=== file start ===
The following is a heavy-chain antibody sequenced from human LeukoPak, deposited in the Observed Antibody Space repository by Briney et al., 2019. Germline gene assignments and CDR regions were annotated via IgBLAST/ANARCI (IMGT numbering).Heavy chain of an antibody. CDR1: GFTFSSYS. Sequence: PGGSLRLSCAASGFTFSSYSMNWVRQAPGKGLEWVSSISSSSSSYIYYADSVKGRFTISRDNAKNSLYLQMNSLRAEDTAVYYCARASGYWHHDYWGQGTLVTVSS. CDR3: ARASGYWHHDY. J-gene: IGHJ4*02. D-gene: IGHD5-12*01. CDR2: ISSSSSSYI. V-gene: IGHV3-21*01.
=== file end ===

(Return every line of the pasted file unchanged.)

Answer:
The following is a heavy-chain antibody sequenced from human LeukoPak, deposited in the Observed Antibody Space repository by Briney et al., 2019. Germline gene assignments and CDR regions were annotated via IgBLAST/ANARCI (IMGT numbering).Heavy chain of an antibody. CDR1: GFTFSSYS. Sequence: PGGSLRLSCAASGFTFSSYSMNWVRQAPGKGLEWVSSISSSSSSYIYYADSVKGRFTISRDNAKNSLYLQMNSLRAEDTAVYYCARASGYWHHDYWGQGTLVTVSS. CDR3: ARASGYWHHDY. J-gene: IGHJ4*02. D-gene: IGHD5-12*01. CDR2: ISSSSSSYI. V-gene: IGHV3-21*01.